GLASGOW councillors have backed a vision for an “iconic community hub and foodie destination” in an empty Yorkhill warehouse big enough to cater for 400 people from 10 pop-up kitchens.
Section 33 Ltd had already kitted out and opened the Dockyard Social in Haugh Road, attracting a loyal following, when it had to close because it did not have planning permission. The city’s planning applications committee has now approved the retrospective development which, in understated official terms, is described as a “restaurant and non-residential institution.”
In practice, its operators have big, community-led plans for a “destination street food hub helping to support start-ups but with a unique in-house school to help Glasgow’s most disadvantaged inhabitants”, making the building a “place of enjoyment, employment and opportunity.”
Their statement to the planning department explained: “The principal use of the site will be the training school, proposed to run five days a week. This will be complemented by a licensed street food operation providing up to 400 covers with a potential maximum occupancy of no more than 499 persons including the general bar areas.
“Glasgow currently lacks a venue of this style, scale and a home-from-home feeling combined with a large selection of food and drink that caters for a multitude of palates, tastes and dietary requirements.
“The Dockyard Social will be an iconic community hub and foodie destination in Glasgow’s vibrant West End. Within a converted industrial warehouse, it will be famed for its sights, smells and sounds as a food and drink hall with a strong sense of social conscience, created, owned and run by passionate people who have the local community’s interests and causes at heart.
“Our aim is to provide an incomparable and unique experience that constantly changes and evolves whilst also being part of the solution to many of the problems we currently face within our society and industry.
“Our dedicated training academy will train, inspire and nurture talented individuals to become involved in the hospitality industry, working with prominent brands and industry leaders, instilling them with passion for the food and drink industry and arming them with the drive and skills they need to have a successful career. The academy will be used to support great causes and and initiatives across the country working alongside local and national charities.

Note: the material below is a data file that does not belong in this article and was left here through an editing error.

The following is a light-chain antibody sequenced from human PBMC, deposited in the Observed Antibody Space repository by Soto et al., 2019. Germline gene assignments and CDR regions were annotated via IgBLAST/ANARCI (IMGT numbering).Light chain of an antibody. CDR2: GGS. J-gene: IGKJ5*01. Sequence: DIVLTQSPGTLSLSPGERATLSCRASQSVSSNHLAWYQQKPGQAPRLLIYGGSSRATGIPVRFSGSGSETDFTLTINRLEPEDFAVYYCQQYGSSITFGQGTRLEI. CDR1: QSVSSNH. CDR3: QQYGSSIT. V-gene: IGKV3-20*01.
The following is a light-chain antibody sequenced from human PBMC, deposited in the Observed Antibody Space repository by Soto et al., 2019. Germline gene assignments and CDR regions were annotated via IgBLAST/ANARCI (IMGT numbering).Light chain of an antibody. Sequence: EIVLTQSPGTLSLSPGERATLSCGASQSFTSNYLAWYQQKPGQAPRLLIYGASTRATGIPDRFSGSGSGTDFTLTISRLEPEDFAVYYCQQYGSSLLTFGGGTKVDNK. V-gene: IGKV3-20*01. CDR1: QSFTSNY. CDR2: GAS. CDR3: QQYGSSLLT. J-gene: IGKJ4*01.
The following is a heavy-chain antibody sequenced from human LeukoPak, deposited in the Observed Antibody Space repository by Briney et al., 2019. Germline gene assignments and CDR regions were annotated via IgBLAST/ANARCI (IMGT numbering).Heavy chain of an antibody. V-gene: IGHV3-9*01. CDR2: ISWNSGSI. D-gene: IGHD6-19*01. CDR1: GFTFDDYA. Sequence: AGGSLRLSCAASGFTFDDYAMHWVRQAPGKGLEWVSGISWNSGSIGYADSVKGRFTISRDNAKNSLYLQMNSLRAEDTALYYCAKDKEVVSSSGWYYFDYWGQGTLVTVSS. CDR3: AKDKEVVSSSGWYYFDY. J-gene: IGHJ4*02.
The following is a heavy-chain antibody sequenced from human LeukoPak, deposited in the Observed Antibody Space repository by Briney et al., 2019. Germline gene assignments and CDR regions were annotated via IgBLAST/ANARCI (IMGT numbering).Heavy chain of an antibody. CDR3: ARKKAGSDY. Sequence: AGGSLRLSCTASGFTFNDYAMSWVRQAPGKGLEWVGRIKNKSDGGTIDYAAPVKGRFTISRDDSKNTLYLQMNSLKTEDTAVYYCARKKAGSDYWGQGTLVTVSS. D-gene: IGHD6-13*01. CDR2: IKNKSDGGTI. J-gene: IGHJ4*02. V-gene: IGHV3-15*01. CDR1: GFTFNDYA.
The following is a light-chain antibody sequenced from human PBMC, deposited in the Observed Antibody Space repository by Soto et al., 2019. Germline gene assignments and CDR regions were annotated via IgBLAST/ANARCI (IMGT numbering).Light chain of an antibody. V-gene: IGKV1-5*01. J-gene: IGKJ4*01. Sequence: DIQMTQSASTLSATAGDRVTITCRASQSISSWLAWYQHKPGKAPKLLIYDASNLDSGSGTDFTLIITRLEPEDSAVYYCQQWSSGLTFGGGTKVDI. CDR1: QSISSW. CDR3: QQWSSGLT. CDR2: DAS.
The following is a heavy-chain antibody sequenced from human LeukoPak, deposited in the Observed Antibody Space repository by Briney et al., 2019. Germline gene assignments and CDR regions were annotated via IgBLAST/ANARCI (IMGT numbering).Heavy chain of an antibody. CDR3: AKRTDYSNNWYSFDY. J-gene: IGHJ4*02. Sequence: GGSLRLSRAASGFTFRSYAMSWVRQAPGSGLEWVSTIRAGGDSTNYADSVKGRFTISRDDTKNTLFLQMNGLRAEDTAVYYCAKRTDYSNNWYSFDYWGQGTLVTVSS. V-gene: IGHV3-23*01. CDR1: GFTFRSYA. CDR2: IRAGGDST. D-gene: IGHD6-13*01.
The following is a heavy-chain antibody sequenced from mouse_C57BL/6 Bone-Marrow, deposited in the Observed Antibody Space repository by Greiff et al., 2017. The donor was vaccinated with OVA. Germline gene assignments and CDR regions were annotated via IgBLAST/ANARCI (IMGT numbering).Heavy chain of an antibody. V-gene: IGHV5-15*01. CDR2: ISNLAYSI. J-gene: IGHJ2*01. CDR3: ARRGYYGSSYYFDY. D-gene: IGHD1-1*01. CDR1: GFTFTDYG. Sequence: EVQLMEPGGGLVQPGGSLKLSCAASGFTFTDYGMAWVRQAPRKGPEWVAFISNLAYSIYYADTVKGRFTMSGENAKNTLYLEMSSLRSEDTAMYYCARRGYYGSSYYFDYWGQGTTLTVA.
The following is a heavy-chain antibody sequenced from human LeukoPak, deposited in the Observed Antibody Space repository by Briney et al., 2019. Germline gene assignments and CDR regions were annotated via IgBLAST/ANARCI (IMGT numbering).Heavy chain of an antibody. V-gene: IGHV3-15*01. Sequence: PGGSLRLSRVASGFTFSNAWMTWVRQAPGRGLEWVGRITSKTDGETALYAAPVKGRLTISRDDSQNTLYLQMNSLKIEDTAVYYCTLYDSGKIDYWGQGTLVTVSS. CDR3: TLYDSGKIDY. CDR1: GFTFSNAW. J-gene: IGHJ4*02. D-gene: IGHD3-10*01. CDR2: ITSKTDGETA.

“There will also be a specific employability service for local homeless/unemployed people who can benefit from accessing training, work experience, career support and job matching. These employment programmes will be in partnership with local and national charities.
The statement continues: “Four nights a week, chefs from across the country take residency in one of the 10 rentable pop-up kitchens and begin to cook their dishes to test on the hungry willing public. The concept of a hub of street food hawkers is not new, but the difference here is that this is not a temporary pop-up; this is a permanent fixture to Glasgow’s food scene, something research strongly suggests will be well received. To keep the venue fresh and current, the trades can only take a pitch for a maximum of four weekends.
“Traders will be varied from established restaurant businesses who want to test out new menus, up-and-coming chefs who would like the chance to start their own venture but don’t have the funds to buy their own restaurant business, and existing street food traders looking for a more regular pitch.
“Trainees from the day school will have the opportunity to gain real work experience in a safe supported environment by supporting the venue whilst in operation. New jobs will be created to support the daily operations of this venue.
“Essentially the money each customer is spending is going to support start-ups, small businesses and new jobs for their
community and the wider community of Glasgow.”
The venue also aims to run an indoor farmers’ market and free tea dances for local pensioners.
A report to city councillors stated: “It should be noted that works have already taken place at the property and the application is retrospective, however, the operation of the business has been suspended until the application is concluded. The venue did offer live music, however, this is no longer part of the operation.”
“The proposal will bring in a permanent use to a former warehouse which has been struggling to find an established business. The use also involves community-led projects which will benefit the local area.”
The committee heard that the operation came to light after complaints about noise. A lot of expense had been gone to in converting the premises and failure to get planning permission appeared to be an “innocent mistake.”